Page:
Jennifer emphasised the importance of family-friendly policy and practice in talent attraction and retention, with flexible working arrangements, enhanced parental leave, and childcare assistance topping the list of employee priorities. It is crucial for employers to align with evolving expectations and provide robust support systems for better work-life integration.

As organisations transition back to office environments, employees seek assistance with childcare and caregiving responsibilities. There is also a growing demand for inclusive approaches accommodating diverse family structures, including support for pet care. This calls for employers to recognise and adapt to the evolving needs of their workforce.

Key Organisational Strategies for Gender Inclusion

Several organisations have implemented innovative strategies to promote gender inclusion and support career progression for employees of all genders. For example, Baker McKenzie has established leadership development programmes specifically tailored for women, such as the "Lift" program, aimed at supporting women's advancement to senior leadership positions within the firm.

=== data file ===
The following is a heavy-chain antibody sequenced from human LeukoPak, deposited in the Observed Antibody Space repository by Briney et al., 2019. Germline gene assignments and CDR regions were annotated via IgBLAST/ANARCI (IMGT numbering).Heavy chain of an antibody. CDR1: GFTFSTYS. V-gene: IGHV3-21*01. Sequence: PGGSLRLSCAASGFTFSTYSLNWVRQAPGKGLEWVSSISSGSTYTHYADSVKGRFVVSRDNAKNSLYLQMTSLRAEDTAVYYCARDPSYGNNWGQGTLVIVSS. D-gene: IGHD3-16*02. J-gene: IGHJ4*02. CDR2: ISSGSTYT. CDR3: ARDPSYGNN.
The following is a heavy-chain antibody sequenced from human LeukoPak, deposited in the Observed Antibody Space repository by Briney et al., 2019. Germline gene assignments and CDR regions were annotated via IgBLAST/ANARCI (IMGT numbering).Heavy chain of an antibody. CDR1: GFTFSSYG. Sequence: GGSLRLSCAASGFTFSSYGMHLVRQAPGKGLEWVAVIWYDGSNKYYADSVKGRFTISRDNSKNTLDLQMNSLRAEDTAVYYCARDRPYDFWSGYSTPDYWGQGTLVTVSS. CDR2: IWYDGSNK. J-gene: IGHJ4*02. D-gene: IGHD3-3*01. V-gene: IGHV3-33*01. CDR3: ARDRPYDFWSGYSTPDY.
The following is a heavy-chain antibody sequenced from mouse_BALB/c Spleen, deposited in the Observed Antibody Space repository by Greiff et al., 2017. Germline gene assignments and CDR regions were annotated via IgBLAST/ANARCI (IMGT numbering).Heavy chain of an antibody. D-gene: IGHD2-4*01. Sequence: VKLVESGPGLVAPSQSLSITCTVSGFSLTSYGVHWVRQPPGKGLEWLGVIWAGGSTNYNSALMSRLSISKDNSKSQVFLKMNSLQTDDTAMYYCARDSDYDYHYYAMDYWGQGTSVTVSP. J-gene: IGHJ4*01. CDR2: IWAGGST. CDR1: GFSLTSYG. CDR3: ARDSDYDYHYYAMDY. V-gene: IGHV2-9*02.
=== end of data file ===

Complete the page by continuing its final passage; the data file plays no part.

Additionally, flexible working, back-up care, parental leave coaching and mentorship programs have proved effective in fostering a more inclusive workplace culture. By prioritising initiatives that address the unique needs of diverse employees, organisations can create environments where individuals can thrive professionally while maintaining a healthy and sustainable work-life balance.

Here are some key strategies mentioned in the discussion:

Recruitment Strategies: Organisations should adopt transparent recruitment practices, including proactively advertising flexible work options and avoiding inquiries about salary history to mitigate gender biases. Prioritising transparency fosters a culture of equity and attracts a diverse talent pool.

Empowering Career Progression: Equitable career progression tracking is essential for part-time and hybrid workers. Organisations are encouraged to monitor advancements among flexible workers and address any disparities with unbiased performance assessments and support mechanisms, ensuring equal opportunities for all employees.